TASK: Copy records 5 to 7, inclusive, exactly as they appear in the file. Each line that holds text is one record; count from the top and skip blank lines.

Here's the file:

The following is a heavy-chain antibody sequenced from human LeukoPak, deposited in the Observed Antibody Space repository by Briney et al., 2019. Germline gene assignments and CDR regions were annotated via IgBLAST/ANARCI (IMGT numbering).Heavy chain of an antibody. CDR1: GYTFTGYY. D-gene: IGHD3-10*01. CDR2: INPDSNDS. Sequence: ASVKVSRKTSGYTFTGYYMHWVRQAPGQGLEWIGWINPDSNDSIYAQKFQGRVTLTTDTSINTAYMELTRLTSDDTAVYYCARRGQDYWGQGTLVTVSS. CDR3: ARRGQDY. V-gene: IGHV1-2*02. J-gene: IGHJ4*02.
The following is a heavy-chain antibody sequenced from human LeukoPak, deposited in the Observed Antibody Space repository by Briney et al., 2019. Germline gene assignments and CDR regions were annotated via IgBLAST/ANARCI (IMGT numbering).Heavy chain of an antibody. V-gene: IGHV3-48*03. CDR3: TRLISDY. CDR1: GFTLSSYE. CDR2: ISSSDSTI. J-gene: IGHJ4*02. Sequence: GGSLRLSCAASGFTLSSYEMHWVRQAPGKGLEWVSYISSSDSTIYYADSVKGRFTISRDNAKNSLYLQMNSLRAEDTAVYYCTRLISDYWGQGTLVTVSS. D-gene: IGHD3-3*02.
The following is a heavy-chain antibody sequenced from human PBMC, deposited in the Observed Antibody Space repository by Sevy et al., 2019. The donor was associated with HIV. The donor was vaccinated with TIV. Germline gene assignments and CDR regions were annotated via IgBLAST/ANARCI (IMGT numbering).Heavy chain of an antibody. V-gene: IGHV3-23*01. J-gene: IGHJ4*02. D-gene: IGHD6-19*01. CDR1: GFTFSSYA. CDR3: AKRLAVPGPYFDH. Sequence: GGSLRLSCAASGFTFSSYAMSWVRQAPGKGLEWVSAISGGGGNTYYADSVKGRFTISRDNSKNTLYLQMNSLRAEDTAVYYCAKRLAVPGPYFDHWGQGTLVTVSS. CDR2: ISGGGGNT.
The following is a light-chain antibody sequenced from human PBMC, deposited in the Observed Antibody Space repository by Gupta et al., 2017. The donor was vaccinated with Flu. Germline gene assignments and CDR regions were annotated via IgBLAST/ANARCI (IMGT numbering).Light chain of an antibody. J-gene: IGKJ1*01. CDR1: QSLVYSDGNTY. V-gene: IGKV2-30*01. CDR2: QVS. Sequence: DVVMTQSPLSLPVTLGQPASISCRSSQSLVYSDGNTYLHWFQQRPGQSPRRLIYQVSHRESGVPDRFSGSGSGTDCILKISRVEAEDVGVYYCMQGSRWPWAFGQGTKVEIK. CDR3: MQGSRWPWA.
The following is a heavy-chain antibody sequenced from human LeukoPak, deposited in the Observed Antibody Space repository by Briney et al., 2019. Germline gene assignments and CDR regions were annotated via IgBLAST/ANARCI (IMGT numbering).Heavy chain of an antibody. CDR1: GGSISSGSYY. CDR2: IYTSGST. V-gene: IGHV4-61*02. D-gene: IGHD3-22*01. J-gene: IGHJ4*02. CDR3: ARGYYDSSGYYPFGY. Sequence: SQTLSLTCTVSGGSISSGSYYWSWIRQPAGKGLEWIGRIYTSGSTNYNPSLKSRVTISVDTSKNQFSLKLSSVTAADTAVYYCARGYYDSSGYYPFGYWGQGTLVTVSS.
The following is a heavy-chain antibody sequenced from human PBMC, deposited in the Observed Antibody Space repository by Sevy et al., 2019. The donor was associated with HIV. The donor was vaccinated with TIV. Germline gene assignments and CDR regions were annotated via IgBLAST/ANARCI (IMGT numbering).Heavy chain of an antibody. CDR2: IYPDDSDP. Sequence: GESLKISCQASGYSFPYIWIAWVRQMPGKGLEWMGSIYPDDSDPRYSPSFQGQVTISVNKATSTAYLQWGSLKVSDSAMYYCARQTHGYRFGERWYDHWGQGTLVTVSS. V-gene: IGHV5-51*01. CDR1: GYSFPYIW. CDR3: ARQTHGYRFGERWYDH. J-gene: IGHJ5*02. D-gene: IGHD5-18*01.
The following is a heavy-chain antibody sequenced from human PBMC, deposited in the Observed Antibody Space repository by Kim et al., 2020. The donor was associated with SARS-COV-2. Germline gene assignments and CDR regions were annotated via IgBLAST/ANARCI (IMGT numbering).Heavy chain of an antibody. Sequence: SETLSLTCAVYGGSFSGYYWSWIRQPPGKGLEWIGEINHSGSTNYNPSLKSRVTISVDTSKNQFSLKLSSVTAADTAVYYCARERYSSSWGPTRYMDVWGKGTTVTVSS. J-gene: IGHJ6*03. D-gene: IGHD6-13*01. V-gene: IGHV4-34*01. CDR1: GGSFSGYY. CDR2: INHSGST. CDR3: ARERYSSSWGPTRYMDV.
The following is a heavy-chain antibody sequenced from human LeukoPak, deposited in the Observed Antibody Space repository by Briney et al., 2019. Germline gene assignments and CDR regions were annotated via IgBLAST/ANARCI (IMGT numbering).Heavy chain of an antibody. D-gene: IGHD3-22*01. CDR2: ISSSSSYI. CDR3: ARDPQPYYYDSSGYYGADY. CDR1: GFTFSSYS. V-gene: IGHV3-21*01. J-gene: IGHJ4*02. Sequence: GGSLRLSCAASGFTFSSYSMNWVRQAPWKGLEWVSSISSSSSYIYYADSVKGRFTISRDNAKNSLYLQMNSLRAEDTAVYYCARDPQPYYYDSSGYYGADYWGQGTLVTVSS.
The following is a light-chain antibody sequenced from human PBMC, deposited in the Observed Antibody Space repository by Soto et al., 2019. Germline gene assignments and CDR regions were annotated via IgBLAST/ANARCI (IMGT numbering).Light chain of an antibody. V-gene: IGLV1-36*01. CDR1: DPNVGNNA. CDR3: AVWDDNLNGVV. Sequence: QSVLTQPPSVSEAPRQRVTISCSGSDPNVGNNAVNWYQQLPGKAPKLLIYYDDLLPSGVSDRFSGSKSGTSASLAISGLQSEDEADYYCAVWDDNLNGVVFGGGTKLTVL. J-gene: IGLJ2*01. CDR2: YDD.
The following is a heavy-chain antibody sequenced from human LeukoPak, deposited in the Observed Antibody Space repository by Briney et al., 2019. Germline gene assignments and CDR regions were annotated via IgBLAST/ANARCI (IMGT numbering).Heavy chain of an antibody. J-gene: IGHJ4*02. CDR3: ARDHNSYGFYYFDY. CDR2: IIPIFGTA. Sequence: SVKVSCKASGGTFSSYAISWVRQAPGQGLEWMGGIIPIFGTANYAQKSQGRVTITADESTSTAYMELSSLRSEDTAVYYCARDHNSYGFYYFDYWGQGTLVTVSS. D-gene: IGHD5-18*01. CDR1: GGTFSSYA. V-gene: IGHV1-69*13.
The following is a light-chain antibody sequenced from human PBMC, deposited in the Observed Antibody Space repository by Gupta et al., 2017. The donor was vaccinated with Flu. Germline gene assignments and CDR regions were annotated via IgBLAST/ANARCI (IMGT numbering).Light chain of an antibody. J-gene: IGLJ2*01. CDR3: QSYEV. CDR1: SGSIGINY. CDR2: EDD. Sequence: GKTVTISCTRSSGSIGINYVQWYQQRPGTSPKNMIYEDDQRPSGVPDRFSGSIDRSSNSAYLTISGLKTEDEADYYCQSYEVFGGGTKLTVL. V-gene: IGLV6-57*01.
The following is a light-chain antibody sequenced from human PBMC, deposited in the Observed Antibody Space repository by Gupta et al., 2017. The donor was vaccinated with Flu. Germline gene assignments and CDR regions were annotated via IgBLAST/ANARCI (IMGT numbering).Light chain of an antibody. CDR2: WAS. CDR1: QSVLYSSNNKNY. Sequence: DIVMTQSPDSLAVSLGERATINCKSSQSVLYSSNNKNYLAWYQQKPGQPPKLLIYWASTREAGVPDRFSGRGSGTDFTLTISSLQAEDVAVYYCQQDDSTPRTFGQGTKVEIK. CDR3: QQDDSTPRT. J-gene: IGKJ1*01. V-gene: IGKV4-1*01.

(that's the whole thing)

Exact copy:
The following is a heavy-chain antibody sequenced from human LeukoPak, deposited in the Observed Antibody Space repository by Briney et al., 2019. Germline gene assignments and CDR regions were annotated via IgBLAST/ANARCI (IMGT numbering).Heavy chain of an antibody. CDR1: GGSISSGSYY. CDR2: IYTSGST. V-gene: IGHV4-61*02. D-gene: IGHD3-22*01. J-gene: IGHJ4*02. CDR3: ARGYYDSSGYYPFGY. Sequence: SQTLSLTCTVSGGSISSGSYYWSWIRQPAGKGLEWIGRIYTSGSTNYNPSLKSRVTISVDTSKNQFSLKLSSVTAADTAVYYCARGYYDSSGYYPFGYWGQGTLVTVSS.
The following is a heavy-chain antibody sequenced from human PBMC, deposited in the Observed Antibody Space repository by Sevy et al., 2019. The donor was associated with HIV. The donor was vaccinated with TIV. Germline gene assignments and CDR regions were annotated via IgBLAST/ANARCI (IMGT numbering).Heavy chain of an antibody. CDR2: IYPDDSDP. Sequence: GESLKISCQASGYSFPYIWIAWVRQMPGKGLEWMGSIYPDDSDPRYSPSFQGQVTISVNKATSTAYLQWGSLKVSDSAMYYCARQTHGYRFGERWYDHWGQGTLVTVSS. V-gene: IGHV5-51*01. CDR1: GYSFPYIW. CDR3: ARQTHGYRFGERWYDH. J-gene: IGHJ5*02. D-gene: IGHD5-18*01.
The following is a heavy-chain antibody sequenced from human PBMC, deposited in the Observed Antibody Space repository by Kim et al., 2020. The donor was associated with SARS-COV-2. Germline gene assignments and CDR regions were annotated via IgBLAST/ANARCI (IMGT numbering).Heavy chain of an antibody. Sequence: SETLSLTCAVYGGSFSGYYWSWIRQPPGKGLEWIGEINHSGSTNYNPSLKSRVTISVDTSKNQFSLKLSSVTAADTAVYYCARERYSSSWGPTRYMDVWGKGTTVTVSS. J-gene: IGHJ6*03. D-gene: IGHD6-13*01. V-gene: IGHV4-34*01. CDR1: GGSFSGYY. CDR2: INHSGST. CDR3: ARERYSSSWGPTRYMDV.